The New York investment bank plans to roll out its bitcoin non-deliverable future contracts (NDF), a derivative product pegged to futures. Ideally, the service should allow an investor/borrower to take a short-term position in Bitcoin even though the government may not allow exchanges. The investor/borrower uses the foreign currency, but any foreign exchange gain or loss should be paid in Bitcoin. The service could lead corporates seeking to hedge exposure to foreign currencies whose use is limited or restricted in the domestic markets – this time using Bitcoin, not the dollar.
According to The Block, the source notably contradicted with an earlier report which said that Goldman Sachs was looking for a similar NDF contract on Ether, Ethereum’s platform token. There was an announcement from the Chicago Boards Options Exchange (CBOE) that it would introduce an Ether-backed futures contract earlier this year. However, that product is still not out yet.
Goldman Sachs is reportedly studying whether the market needs a crypto NDF contract as a whole. The bank is reaching out to its clients, including senior bankers and institutional traders, to seek their opinion on how a Bitcoin NDF can break into the market. The source said that the bank’s clients weren’t necessarily looking for a Bitcoin NDF but that doesn’t mean they will not be interested in exploring the market.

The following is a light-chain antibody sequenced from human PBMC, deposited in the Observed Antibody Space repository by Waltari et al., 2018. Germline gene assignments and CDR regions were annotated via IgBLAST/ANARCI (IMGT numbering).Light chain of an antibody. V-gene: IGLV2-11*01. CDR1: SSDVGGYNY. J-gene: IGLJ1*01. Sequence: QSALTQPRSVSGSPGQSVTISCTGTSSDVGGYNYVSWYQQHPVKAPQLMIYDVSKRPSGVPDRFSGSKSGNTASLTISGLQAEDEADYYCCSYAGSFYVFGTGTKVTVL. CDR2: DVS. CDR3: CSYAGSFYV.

While Goldman Sachs researches its way into launching a Bitcoin NDF, the regulated US trading platforms, including CBOE and CME, offer crypto-based cash-settled future and future derivative products. Both the exchanges have expressed their interests in crypto futures, allowing speculators to believe that they would expand their offerings in the long run. CBOE, in particular, has admitted that it wants to be the leader of the cryptocurrency derivative marketplace. Meanwhile its counterpart, CME, is there but looks relatively less enthusiastic regardless of launching an Ether price reference rate.
There are developments taking place outside the CBOE and CME markets as well. Bakkt, a crypto startup headed by the owner of the New York Stock Exchange (NYSE), has announced that it would launch its first Bitcoin derivative product on December 12 this year. The firm has ensured that their future product would allow traders to settle contracts physically, meaning the contract expiry dates would see an actual Bitcoin exchange between the involved parties.
LedgerX, another crypto derivative platform, is also seeking to launch an Ether-backed future contract, pending approval from the Commodity Futures Trading Commission (CFTC).